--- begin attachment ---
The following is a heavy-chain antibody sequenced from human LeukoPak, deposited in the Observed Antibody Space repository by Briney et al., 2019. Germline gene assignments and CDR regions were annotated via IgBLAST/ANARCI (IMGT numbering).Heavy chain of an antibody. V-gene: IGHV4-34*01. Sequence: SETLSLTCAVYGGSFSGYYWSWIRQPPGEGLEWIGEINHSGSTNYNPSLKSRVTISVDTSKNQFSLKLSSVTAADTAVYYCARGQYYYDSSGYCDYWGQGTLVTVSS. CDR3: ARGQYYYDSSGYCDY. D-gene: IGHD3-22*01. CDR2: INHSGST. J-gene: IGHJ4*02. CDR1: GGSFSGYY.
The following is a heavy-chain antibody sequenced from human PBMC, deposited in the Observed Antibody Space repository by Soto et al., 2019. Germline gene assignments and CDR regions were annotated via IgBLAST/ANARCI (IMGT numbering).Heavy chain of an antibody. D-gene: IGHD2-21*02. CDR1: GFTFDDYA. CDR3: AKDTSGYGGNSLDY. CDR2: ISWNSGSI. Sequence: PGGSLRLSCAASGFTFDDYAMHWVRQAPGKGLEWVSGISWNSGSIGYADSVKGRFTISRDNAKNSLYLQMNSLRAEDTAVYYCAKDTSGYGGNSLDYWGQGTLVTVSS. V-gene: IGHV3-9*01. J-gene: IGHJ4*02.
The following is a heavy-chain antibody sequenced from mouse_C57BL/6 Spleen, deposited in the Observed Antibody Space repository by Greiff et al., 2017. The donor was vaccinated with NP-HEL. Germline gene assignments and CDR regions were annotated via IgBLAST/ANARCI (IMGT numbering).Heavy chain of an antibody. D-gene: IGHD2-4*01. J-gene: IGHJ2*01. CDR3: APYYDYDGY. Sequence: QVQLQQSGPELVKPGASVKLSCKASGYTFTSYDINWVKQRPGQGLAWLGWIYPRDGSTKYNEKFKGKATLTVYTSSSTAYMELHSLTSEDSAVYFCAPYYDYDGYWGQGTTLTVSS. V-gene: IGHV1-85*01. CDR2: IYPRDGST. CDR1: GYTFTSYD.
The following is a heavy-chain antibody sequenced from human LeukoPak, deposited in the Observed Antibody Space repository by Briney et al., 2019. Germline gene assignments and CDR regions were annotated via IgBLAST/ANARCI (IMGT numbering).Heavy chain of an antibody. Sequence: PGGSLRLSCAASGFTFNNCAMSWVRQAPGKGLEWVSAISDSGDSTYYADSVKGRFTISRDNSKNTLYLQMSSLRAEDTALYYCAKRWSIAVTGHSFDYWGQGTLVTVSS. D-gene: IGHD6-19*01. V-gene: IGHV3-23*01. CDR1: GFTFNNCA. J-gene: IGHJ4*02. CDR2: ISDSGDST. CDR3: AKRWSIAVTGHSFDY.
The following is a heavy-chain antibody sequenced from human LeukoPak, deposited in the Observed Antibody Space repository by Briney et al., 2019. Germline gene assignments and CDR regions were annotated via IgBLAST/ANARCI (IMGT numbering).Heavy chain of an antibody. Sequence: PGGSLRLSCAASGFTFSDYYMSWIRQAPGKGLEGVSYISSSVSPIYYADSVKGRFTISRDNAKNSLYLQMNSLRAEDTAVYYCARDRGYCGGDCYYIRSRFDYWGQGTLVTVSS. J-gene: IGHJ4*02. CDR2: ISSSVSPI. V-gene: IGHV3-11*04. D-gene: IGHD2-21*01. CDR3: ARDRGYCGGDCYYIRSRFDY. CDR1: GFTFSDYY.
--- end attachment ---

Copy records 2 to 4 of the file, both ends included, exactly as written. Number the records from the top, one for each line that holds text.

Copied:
The following is a heavy-chain antibody sequenced from human PBMC, deposited in the Observed Antibody Space repository by Soto et al., 2019. Germline gene assignments and CDR regions were annotated via IgBLAST/ANARCI (IMGT numbering).Heavy chain of an antibody. D-gene: IGHD2-21*02. CDR1: GFTFDDYA. CDR3: AKDTSGYGGNSLDY. CDR2: ISWNSGSI. Sequence: PGGSLRLSCAASGFTFDDYAMHWVRQAPGKGLEWVSGISWNSGSIGYADSVKGRFTISRDNAKNSLYLQMNSLRAEDTAVYYCAKDTSGYGGNSLDYWGQGTLVTVSS. V-gene: IGHV3-9*01. J-gene: IGHJ4*02.
The following is a heavy-chain antibody sequenced from mouse_C57BL/6 Spleen, deposited in the Observed Antibody Space repository by Greiff et al., 2017. The donor was vaccinated with NP-HEL. Germline gene assignments and CDR regions were annotated via IgBLAST/ANARCI (IMGT numbering).Heavy chain of an antibody. D-gene: IGHD2-4*01. J-gene: IGHJ2*01. CDR3: APYYDYDGY. Sequence: QVQLQQSGPELVKPGASVKLSCKASGYTFTSYDINWVKQRPGQGLAWLGWIYPRDGSTKYNEKFKGKATLTVYTSSSTAYMELHSLTSEDSAVYFCAPYYDYDGYWGQGTTLTVSS. V-gene: IGHV1-85*01. CDR2: IYPRDGST. CDR1: GYTFTSYD.
The following is a heavy-chain antibody sequenced from human LeukoPak, deposited in the Observed Antibody Space repository by Briney et al., 2019. Germline gene assignments and CDR regions were annotated via IgBLAST/ANARCI (IMGT numbering).Heavy chain of an antibody. Sequence: PGGSLRLSCAASGFTFNNCAMSWVRQAPGKGLEWVSAISDSGDSTYYADSVKGRFTISRDNSKNTLYLQMSSLRAEDTALYYCAKRWSIAVTGHSFDYWGQGTLVTVSS. D-gene: IGHD6-19*01. V-gene: IGHV3-23*01. CDR1: GFTFNNCA. J-gene: IGHJ4*02. CDR2: ISDSGDST. CDR3: AKRWSIAVTGHSFDY.